At the end of September Idera reported promising data for its ongoing phase 1/2 dose-escalation trial in patients with PD-1 refractory metastatic melanoma- the trial is evaluating intratumorally injected IMO-2125 in combination with ipilimumab in patients who failed prior PD-1 therapy.
Idera's CEO Vincent Milano was clearly excited, saying management was "energized by the results" which confirmed their hypothesis from preclinical studies that IMO-2125 is capable of potentiating local and systemic tumor regression in cancer patients.
Figure 3: Immune Activation in Local Tumor Leads to Systemic Effect (source: corporate presentation)
10 patients were enrolled in three cohorts receiving different dosages (4 mg, 8 mg, and 16 mg), and IMO-2125 was well tolerated at all three levels with no dose limiting toxicities to date. As of September 19th, six patients from the first two cohorts were evaluable- of the four patients with cutaneous melanoma, two were partial responders and one experienced a complete response. In mucosal melanoma progressive disease was seen in two patients.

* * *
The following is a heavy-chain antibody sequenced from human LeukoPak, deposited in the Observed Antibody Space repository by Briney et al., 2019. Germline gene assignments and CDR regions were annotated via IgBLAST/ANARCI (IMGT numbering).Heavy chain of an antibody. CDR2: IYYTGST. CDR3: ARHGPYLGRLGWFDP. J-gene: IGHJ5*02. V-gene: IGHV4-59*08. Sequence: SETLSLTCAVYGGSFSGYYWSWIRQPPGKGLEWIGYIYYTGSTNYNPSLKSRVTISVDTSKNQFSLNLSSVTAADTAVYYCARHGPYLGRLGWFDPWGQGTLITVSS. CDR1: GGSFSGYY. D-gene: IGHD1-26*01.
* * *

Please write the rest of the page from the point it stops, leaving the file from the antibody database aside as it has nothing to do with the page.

In my estimation, this is a high degree of activity and I eagerly await data from the 16mg cohort and the 32 mg cohort, which is currently enrolling patients. After investigators identify a recommended dosage for the phase 2 portion of the trial, 60 patients will be enrolled and assessed.
I would be remiss to not briefly touch on the company's 3GA (third generation antisense) platform, for which the company identified NLRP3 (NOD-like receptor family, pyrin domain containing protein 3) and DUX4 (Double Homeobox 4) as initial gene targets for which they are preparing for an eventual IND next year. While very early stage, this promising technology represents the company's future, and could be initially used to target interstitial cystitis, lupus nephritis, and other diseases. Late last year the company signed a collaboration and license agreement with GlaxoSmithKline involving its 3GA technology for undisclosed renal targets. Idera received $2.5 million upfront and could receive up to $100 million in milestones, not to mention royalties on approved products. I expect future collaboration deals involving other disease targets with big pharmaceutical companies, as momentum in the gene therapy field continues to advance and garner interest in the coming years.
Thesis and Conclusion
At the current valuation I consider shares of the company to be a high conviction speculative buy.